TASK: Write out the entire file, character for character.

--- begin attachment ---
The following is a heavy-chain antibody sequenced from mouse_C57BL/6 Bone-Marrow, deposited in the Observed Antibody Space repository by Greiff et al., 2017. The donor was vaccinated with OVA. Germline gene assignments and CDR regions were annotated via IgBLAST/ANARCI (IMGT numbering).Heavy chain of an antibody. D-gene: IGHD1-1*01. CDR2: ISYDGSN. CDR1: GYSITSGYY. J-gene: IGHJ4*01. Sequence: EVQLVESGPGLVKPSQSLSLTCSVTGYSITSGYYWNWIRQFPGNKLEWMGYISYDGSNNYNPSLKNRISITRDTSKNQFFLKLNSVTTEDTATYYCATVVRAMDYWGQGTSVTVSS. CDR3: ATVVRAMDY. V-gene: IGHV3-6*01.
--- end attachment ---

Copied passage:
The following is a heavy-chain antibody sequenced from mouse_C57BL/6 Bone-Marrow, deposited in the Observed Antibody Space repository by Greiff et al., 2017. The donor was vaccinated with OVA. Germline gene assignments and CDR regions were annotated via IgBLAST/ANARCI (IMGT numbering).Heavy chain of an antibody. D-gene: IGHD1-1*01. CDR2: ISYDGSN. CDR1: GYSITSGYY. J-gene: IGHJ4*01. Sequence: EVQLVESGPGLVKPSQSLSLTCSVTGYSITSGYYWNWIRQFPGNKLEWMGYISYDGSNNYNPSLKNRISITRDTSKNQFFLKLNSVTTEDTATYYCATVVRAMDYWGQGTSVTVSS. CDR3: ATVVRAMDY. V-gene: IGHV3-6*01.